Note: Each week we bring you the latest hacking news on the internet. Read on to find out who and what was hacked this week.
The banking arm of the UK’s biggest retailer fell victim to a hacking attack late Saturday night and in the early hours of Sunday morning. Almost 20,000 Tesco Bank customers have had money stolen from their accounts. Tesco Bank confirmed that 40,000 of 136,000 accounts were affected. Tesco Bank has frozen online transactions to try to protect customers. Customers can still use debit and credit cards for cash withdrawals and payments. Tesco Bank assured customers it will reimburse any financial loss.
The Indian Embassy Website was temporarily shut down after attackers hacked the site in Switzerland, Italy, Romania, Mali, South Africa, Libya and Malawi. The attackers leaked data on hundreds of Indian citizens living abroad, including name, address, email, passport number and phone number. According to The Hacker News, security pen-testers Kapustkiy and Kasimierz claimed responsibility, and did it for fun and to make the Indian Embassy aware of the sites insecurity.
U.S. military hackers penetrated Russia’s electric grid, telecommunications networks, and the Kremlin’s command systems prior to the election, according to NBC News. The act was a preventative measure to ensure that Russia did nothing to affect the election results. The hack left Russia vulnerable to attack by cyber weapons in case any action was taken. American officials have long said that Russia and other nations have left malware in parts of the U.S. critical infrastructure, and it has been suspected that the U.S. has done the same. Luckily, it seems no moves were made during the election.
Since August, 318,00 Android devices across the world have been infected by a Trojan virus. The attack tricks users to change device setting and allow installation of a third-party app in order to install the banking Trojan app by citing malware threats on the mobile device. The pop-up ad appears out of nowhere and instructs users to install a security app to remove the malware. It then automatically downloads an Android app installation file to the device without requiring approval. Google is working on a patch now.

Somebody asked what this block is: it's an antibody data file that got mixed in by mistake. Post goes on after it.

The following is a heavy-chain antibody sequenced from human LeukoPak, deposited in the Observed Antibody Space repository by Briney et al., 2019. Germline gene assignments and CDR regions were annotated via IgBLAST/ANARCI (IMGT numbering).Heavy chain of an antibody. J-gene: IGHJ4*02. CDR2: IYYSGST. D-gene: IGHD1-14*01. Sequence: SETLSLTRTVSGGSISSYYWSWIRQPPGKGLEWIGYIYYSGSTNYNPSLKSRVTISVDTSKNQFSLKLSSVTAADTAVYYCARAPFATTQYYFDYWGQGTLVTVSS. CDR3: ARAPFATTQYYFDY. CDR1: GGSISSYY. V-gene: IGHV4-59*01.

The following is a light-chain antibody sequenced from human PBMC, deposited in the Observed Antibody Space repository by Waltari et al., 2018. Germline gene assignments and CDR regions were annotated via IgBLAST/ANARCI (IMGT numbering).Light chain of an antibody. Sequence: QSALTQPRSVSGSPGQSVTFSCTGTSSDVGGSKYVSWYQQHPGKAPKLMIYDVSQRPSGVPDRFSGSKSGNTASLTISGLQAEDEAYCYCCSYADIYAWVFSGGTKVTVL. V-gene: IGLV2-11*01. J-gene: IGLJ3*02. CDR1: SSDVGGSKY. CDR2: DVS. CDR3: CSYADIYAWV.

Developer Brian Kane modified his Amazon Echo and a Big Mouth Milly Bass device in order to speak to the fish.
Following the DDoS attack on Dyn that utilized IoT devices, Andrew McGill of The Atlantic designed an experiment to test IoT vulnerability. He set up a virtual Internet-connected toaster, put it online, and waited to see how long it took to be hacked. It only took 41 minutes for the toasters to be hacked. You can read a full interview with Andrew discussing the experiment at NPR.
A DDoS attack in Finland recently knocked out heating systems. At least two housing blocks in the city of Lappeenranta went offline due to the attack. Both the central heating and hot water systems attempted to fight back against the cyberattacks, automatically rebooting. This left them in an endless loop of restarting, resulting in the shutting down for over a week.
Prior to the election, Cylance researches demonstrated techniques to prove that Sequoia AVC Edge Mk1 voting machine could be hacked.
FBI investigators are now “99 percent sure” that Hillary Clinton’s private email server was breached by foreign hackers, sources close to the investigation claim.
In Woodbridge, Va., a road sign was hacked to display anti-Clinton and pro-Trump messages. The sign read, “CROOKED HILARY (sic) IS A B****” and “VOTE TRUMP.” No word on whether this sign affected Virginia voting trends.